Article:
Condos and townhomes are both great entryways into homeownership. When you buy either one, you can start building equity which increases your net worth and can fuel a future move.

2. Know Your Down Payment Could Be More Within Reach Than You Think

Saving for a down payment can feel like one of the biggest obstacles for homebuyers, but that doesn’t have to be the case. As the National Association of Realtors (NAR) says:

One of the biggest misconceptions among housing consumers is what the typical down payment is and what amount is needed to enter homeownership.”

Data from NAR shows the median down payment hasn’t been over 20% since 2005. The graph below breaks down the median down payment by age group for recent homebuyers according to the 2022 Home Buyers and Sellers Generational Trends Report from NAR (see graph below):

Three Tips for First-Time Homebuyers | Simplifying The Market

Based on the data above, the median down payment for all homebuyers is only 13%. That’s well below the common misconception of 20%, and it’s even lower for younger buyers. This could mean you may not need to save as much for a down payment as you initially thought.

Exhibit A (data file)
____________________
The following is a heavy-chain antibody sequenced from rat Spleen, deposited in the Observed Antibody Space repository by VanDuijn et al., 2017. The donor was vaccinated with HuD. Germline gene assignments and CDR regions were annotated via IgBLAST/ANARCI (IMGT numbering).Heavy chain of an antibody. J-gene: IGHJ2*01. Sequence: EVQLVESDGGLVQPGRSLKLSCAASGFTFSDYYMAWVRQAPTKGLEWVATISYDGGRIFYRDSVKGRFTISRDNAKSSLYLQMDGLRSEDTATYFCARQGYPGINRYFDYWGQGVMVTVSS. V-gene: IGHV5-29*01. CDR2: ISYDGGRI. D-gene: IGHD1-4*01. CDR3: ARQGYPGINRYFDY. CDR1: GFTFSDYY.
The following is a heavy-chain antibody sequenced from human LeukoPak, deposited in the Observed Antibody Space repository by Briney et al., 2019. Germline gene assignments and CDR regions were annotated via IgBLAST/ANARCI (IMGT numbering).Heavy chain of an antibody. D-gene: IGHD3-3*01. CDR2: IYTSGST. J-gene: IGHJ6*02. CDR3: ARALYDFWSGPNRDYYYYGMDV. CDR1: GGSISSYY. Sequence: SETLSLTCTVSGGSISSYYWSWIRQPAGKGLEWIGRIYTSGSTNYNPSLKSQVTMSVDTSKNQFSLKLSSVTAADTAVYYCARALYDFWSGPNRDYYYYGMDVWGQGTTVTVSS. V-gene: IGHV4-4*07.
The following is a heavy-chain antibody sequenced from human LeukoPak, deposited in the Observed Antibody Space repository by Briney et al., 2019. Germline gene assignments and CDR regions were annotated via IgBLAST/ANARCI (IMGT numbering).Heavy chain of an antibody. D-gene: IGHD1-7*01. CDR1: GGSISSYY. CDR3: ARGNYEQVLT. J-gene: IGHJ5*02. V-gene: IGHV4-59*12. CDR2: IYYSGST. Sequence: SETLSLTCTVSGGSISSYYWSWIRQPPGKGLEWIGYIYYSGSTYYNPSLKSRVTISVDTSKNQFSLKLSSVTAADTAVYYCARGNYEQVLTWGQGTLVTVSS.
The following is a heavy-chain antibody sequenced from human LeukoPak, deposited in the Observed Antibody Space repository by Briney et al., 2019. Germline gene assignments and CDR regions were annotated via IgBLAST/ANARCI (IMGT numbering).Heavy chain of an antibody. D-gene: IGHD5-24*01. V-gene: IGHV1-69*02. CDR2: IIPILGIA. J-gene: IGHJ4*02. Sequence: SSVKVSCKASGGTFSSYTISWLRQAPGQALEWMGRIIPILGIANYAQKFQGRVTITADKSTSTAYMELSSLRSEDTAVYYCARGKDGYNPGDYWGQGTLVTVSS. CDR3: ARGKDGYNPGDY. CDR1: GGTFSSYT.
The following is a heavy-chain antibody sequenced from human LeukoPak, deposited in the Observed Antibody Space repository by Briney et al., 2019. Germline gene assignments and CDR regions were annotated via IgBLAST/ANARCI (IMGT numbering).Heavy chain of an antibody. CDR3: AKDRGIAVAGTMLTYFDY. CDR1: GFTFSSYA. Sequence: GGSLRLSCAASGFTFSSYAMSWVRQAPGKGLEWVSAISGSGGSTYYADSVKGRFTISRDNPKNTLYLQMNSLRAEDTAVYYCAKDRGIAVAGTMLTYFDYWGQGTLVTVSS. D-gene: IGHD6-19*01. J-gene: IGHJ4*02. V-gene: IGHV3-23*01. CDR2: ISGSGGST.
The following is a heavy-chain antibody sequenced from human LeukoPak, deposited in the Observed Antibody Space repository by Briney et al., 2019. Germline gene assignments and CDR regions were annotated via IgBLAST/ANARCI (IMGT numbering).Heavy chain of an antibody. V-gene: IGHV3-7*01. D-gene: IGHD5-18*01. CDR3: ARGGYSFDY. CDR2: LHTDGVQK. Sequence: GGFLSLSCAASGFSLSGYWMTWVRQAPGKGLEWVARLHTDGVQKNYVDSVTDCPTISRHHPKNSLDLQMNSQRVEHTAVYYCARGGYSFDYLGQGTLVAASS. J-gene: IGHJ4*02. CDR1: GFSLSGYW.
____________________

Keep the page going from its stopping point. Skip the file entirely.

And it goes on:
There are also down payment assistance programs available for many buyers. Not to mention, some loan options require as little as 3.5% (or even 0%) down for buyers who qualify. While there are advantages to putting 20% down, especially in today’s competitive market, know that you have options.  To get more information on how much you may need to save and the help that’s available, talk with a professional.

3. Work with a Trusted Real Estate Advisor Throughout the Process

Finally, no matter where you’re at in your homeownership journey, the best way to make sure you’re set up for success is to work with a real estate professional.

If you’re just starting out, they can help you with the initial steps, like educating you on the process and connecting you with a trusted lender to get pre-approved. Once you’re ready to begin your search, a real estate professional can help you understand your local market and search for available homes. And when it’s time to make an offer, they’ll be an expert advisor and negotiator to help your offer stand out above the rest.